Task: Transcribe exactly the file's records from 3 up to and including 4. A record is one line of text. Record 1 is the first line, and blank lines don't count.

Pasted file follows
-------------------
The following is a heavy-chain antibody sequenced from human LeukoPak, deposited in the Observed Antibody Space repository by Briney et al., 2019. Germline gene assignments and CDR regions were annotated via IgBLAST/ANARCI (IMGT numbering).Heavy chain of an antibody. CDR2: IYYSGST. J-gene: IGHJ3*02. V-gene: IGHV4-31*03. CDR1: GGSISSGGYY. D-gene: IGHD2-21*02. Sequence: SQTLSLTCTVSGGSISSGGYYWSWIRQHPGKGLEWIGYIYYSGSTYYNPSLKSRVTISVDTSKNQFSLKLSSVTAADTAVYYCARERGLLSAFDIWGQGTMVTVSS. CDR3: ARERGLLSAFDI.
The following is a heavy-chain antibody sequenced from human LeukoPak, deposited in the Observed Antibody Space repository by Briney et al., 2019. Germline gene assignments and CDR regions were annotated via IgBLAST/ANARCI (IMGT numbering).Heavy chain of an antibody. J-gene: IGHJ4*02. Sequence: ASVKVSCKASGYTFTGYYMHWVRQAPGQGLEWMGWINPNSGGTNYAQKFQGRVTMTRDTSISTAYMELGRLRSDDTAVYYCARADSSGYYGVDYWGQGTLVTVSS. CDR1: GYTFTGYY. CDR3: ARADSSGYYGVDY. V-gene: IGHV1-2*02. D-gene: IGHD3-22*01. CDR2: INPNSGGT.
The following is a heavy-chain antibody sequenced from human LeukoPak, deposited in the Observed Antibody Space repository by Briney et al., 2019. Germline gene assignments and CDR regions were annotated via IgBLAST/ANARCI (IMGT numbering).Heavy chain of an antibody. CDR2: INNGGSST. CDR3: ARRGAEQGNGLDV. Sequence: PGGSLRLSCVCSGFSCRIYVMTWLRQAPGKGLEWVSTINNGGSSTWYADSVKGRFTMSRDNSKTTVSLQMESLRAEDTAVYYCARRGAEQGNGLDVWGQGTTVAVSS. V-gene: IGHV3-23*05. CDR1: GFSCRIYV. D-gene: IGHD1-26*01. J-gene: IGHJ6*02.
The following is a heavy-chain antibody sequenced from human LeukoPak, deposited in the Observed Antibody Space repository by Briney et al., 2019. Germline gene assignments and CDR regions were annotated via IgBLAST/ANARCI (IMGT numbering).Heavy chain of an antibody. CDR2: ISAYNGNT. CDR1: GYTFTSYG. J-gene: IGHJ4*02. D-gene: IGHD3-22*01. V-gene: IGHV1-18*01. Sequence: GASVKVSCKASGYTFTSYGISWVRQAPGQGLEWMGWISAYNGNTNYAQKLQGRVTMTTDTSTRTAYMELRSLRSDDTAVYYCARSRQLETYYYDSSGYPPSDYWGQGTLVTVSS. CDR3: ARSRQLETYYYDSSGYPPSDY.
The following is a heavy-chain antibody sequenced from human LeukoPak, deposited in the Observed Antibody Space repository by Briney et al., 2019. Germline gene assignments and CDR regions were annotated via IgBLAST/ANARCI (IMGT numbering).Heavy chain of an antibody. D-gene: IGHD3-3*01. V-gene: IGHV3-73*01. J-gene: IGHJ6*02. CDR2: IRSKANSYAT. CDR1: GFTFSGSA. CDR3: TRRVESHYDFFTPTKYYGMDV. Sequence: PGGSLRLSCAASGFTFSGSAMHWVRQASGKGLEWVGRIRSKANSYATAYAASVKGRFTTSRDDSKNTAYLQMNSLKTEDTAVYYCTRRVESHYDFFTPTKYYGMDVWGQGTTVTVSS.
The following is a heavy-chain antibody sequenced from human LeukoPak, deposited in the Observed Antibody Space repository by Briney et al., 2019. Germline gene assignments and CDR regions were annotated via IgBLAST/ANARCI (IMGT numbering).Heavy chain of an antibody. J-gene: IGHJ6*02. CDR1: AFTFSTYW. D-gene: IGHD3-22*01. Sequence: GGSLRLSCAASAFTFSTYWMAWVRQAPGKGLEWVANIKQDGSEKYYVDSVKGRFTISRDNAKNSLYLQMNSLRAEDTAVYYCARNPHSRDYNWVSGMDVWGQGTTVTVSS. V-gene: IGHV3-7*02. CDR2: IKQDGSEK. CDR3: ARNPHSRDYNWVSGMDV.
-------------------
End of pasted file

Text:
The following is a heavy-chain antibody sequenced from human LeukoPak, deposited in the Observed Antibody Space repository by Briney et al., 2019. Germline gene assignments and CDR regions were annotated via IgBLAST/ANARCI (IMGT numbering).Heavy chain of an antibody. CDR2: INNGGSST. CDR3: ARRGAEQGNGLDV. Sequence: PGGSLRLSCVCSGFSCRIYVMTWLRQAPGKGLEWVSTINNGGSSTWYADSVKGRFTMSRDNSKTTVSLQMESLRAEDTAVYYCARRGAEQGNGLDVWGQGTTVAVSS. V-gene: IGHV3-23*05. CDR1: GFSCRIYV. D-gene: IGHD1-26*01. J-gene: IGHJ6*02.
The following is a heavy-chain antibody sequenced from human LeukoPak, deposited in the Observed Antibody Space repository by Briney et al., 2019. Germline gene assignments and CDR regions were annotated via IgBLAST/ANARCI (IMGT numbering).Heavy chain of an antibody. CDR2: ISAYNGNT. CDR1: GYTFTSYG. J-gene: IGHJ4*02. D-gene: IGHD3-22*01. V-gene: IGHV1-18*01. Sequence: GASVKVSCKASGYTFTSYGISWVRQAPGQGLEWMGWISAYNGNTNYAQKLQGRVTMTTDTSTRTAYMELRSLRSDDTAVYYCARSRQLETYYYDSSGYPPSDYWGQGTLVTVSS. CDR3: ARSRQLETYYYDSSGYPPSDY.